May Miracles—Swoope Almanac May 2019
May miracles in Swoope
Lush, green pastures fill the landscape, here at the beginning of the Chesapeake Bay in the Shenandoah Valley along Middle River. Baby calves form up in groups and run fast with their tails high in the air. The smell of lilacs fills the air. A new migratory bird arrives every day. Yesterday it was a Yellow-Billed Cuckoo. Today it’s a Great Crested Flycatcher. The birds fill the air with song during the day, Tree Frogs and a Gray Catbird sing during the night. The Black Locust trees are in full bloom creating a tall hedgerow in the pasture that is almost pure white—it’s a superhighway for bees. The energy of the Earth surges with new life. May miracles abound.
May is when the cool-season grasses in the pastures send up their seed heads. I can’t get over how fast the pastures grow in May. Our herds of cattle will not be able to keep up with the growth. Hopefully, we will be making hay soon with the excess forage. Cow R152 had twins and accepted both. That makes our fourth set of twins this year—May miracles.
Miracle Twin—Story of the Year
Cow 46 was in labor but acting strange. We had to get her in to investigate. We trapped the cow in the head-catch. Jeanne put on an arm-length, plastic glove and put that arm into the cow’s womb. She couldn’t feel anything.
“It’s like a garage in here,” she said as her arm moved around in the womb.
I held the cow’s tail while Jeanne put her arm all the way into the cow’s womb up to her armpit in search of a baby. Her head was sideways against cows hind end. Way down inside, near the cow’s udder she felt something hard. But her arm wasn’t long enough to figure out what it was. She called our neighbor, Bill to come help.
In a few minutes, he arrived and got in the chute alongside Jeanne. His arm went all the way into the womb. He felt the hard something too and asked Jeanne to put her arm in alongside his. It was a breech baby, positioned to come out butt first. Evidently, the cow had tried to deliver the baby and eventually gave up.
Jeanne and Bill managed to unfold the hind legs of the breech baby in position to extract. They put small chains on the calf’s feet and hand-pulled the calf out. It was dead. We were all silent and sad.
“A vet told me a long time ago to always go in after you pull a calf to see if there is a twin,” Jeanne said.
She went back into the womb and sure enough, she felt a nose . . . and a leg. One leg was back so she repositioned the legs and she and Bill pulled the calf out. It was ALIVE! Another May miracle. Everyone was happy-crying.
Restoration American Chestnut—Miracle Tree
We keep trying. And hoping. That one day, the American Chestnut will be re-established in our forests. Once the grandest, tallest, and fastest growing tree in North America, this tree has been minimized to mere stump sprouts that die back every few years. The culprit: a pathogenic, invasive fungus from southeast Asia, called Chestnut blight. The fungus consumes and destroys the tree’s cambium layer. Dedicated scientists and chestnut enthusiasts have been working for decades to find a cure or resistance using natural selection, back-cross breeding, and bio-engineering to bring this tree back to life in the forest. The American Chestnut Foundation (TACF) helps lead the efforts.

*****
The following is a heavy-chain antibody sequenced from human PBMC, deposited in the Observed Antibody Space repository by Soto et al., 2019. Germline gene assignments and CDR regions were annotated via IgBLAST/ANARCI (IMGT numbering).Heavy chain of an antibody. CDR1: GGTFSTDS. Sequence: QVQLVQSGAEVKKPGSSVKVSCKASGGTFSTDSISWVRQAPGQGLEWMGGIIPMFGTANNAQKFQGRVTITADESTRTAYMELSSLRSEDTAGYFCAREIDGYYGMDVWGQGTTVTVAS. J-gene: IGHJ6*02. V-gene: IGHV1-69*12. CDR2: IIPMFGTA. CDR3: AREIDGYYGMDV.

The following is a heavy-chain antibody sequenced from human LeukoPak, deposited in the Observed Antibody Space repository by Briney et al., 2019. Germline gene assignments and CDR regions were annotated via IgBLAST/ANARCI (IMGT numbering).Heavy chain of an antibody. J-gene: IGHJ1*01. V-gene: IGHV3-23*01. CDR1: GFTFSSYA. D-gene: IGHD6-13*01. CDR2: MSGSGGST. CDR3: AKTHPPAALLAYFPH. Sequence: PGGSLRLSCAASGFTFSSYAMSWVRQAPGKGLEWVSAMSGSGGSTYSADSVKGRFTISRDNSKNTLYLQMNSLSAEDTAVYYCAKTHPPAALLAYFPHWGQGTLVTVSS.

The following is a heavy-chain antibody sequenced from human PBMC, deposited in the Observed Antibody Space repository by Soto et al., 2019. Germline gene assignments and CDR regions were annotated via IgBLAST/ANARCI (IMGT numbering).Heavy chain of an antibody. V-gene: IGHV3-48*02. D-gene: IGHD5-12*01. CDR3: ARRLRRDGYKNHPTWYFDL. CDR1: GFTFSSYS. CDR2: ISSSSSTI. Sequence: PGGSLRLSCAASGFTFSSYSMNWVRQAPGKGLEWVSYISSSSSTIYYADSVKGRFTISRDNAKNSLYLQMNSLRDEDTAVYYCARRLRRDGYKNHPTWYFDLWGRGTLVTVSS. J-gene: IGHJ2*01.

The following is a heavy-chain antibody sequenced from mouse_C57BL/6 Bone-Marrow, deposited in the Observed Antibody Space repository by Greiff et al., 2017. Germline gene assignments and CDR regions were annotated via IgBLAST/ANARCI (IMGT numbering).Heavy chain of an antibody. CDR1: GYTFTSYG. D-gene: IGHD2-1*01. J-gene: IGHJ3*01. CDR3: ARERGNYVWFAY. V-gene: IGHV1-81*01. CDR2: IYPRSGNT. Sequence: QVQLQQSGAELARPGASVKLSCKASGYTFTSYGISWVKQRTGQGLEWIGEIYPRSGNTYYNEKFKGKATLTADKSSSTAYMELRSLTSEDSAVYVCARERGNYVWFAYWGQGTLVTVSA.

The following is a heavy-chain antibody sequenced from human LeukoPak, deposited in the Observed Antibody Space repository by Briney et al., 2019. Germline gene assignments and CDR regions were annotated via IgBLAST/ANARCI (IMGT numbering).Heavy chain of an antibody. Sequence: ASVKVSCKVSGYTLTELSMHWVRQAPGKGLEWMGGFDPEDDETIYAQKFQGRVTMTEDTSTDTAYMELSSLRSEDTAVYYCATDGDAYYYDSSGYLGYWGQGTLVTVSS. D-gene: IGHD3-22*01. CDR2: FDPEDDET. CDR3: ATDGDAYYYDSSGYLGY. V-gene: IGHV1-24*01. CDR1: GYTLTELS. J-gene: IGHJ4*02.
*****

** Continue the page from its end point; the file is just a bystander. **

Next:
Hope in a Nut
Three years ago one of the nuts I received from TACF germinated and is now eight feet, eight inches tall! It is healthy and growing strong. The nuts they send out are called Restoration American Chestnuts 1.0 because they are 15/16 American Chestnut and 1/16 Chinese Chestnuts. That 1/16 Chinese gives the tree resistance to the fungus. In addition, the nuts came from three generations of breeding and selecting for blight resistance. This year, three of the nuts I received have germinated. There is a lot of history, science, and hope in these nuts. May miracles in Swoope.
Pawpaw Flowers, Perfect Yet Sterile?
The Pawpaw tree is one of our best riparian trees. It has perfect flowers. That means each flower has both female and male sex organs. Yet, the flowers are almost always sterile because the female organ, the stigma, matures and dries up before the male organs, the anthers, shed their pollen. This is called Protogynus.
It’s a miracle if the flower self-fertilizes. There are tales of people hanging road-kill in the trees to attract flies to cross-pollinate the flower so the tree produces fruit, which, by the way, is the largest native fruit in North America.
Green Ash Trees, We Need a Miracle . . .
Many Green Ash trees have died on the farm because of the destructive, non-native, invasive Emerald Ash Borer. The larvae eat the tree’s vascular system and the trees die from lack of water and nutrients.
The young Green Ash trees along the river have not been infested yet and we hope they never will. The Virginia Department of Forestry offers treatments and assistance for this and other pests. Contact them for more information.
This Valley is Special—Conserve It
Miracles abound in this place called Swoope, in the Shenandoah Valley. It’s a very special place, worthy of protecting from unwise development and poor land-use. For more information about protecting it contact me, the Alliance for the Shenandoah Valley, the Friends of Middle River, or the Chesapeake Bay Foundation.
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